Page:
Cats are cats. We are people. We mostly take the world in through sight and sound. Cats experience the world through scent.
Newborn kittens will crawl back to the same nipple on mama because they recognize the scent. If you pull the kittens off and bathe mama’s, tummy the kittens become confused.
So much of cat behavior is related to smell and their sense of territory. Their sense of territory can be mama’s nipple, other cats, dogs and people in the household, objects and furniture that are in the house they live in.
Cats are territorial, but so are we. We put locks on doors, set up alarms and build fences. We consider this normal human behavior and we do it to have a sense of security.
When a cat expresses his territoriality, we get upset and think the cat is being spiteful.
The most important thing you must do when you bring a kitty home is help her adjust to her territory. The cat will be stressed because she is moving to a new territory.
The cat may express this by hiding. There are things you can do to make the adjustment easier. The smaller the area to begin with, the quicker kitty will adjust.
Go to a quiet room, put the kennel down with an open door; do not force kitty to come out.
If kitty jumps out and hides under the bed, wait for it to come to you, do not force. This may take days or in some cases even weeks.
Put a litter box close to where kitty is hiding. Put food and water nearby but not too close to the litter. Set up scratching posts and toys.
Stay in the room for a bit. You can try sitting on the floor reading a book and leaving some treats near you. Don’t take it personally if kitty doesn’t leap at the chance to sit in your lap and purr.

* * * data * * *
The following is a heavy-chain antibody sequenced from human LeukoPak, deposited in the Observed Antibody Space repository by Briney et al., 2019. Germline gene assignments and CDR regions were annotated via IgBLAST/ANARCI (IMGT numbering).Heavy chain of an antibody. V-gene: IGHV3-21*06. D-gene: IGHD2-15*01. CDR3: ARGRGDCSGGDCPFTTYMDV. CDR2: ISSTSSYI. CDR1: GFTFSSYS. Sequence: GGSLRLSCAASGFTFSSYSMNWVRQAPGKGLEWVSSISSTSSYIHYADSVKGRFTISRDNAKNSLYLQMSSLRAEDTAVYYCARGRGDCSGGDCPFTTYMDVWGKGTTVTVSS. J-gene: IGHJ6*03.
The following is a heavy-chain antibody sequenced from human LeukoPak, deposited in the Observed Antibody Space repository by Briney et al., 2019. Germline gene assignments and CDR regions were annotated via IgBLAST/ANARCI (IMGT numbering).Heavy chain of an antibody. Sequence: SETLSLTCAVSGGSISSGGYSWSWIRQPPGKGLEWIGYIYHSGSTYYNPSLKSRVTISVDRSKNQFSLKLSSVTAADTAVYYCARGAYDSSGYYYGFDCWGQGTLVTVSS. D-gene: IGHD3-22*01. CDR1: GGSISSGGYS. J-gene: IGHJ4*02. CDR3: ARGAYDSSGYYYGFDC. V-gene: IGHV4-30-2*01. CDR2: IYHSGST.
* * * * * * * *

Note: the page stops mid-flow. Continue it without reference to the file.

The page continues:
If it looks like kitty has come out during the night, leave some treats not far from where kitty is hiding. As kitty takes the treats, move them further away from its hiding place each day until kitty becomes familiar with the scents of her territory.
Some kitties will progress rapidly, others slowly.
They are all individuals like we are. Kitties will respond to treats and patience.
They will retreat from punishment, even more than dogs and people do. They are small in comparison to us and the world doesn’t look safe.
I found a stray cat in my neighborhood that I fed outside for six months before I could catch him. It was a long road, but I was richly rewarded.
I have been loved by and loved people, dogs, horses and cats. I have never been absolutely totally and unconditionally loved and adored by anyone the way Putter loved me.
Who wouldn’t want that. I love you, Putter!
Cheryl Wicks is co-Founder of Sammie’s Friends and the director of Sammie’s Friends @ Nevada County Animal Shelter, 14647 McCourtney Road, in Grass Valley. For more information, call 530-471-5041.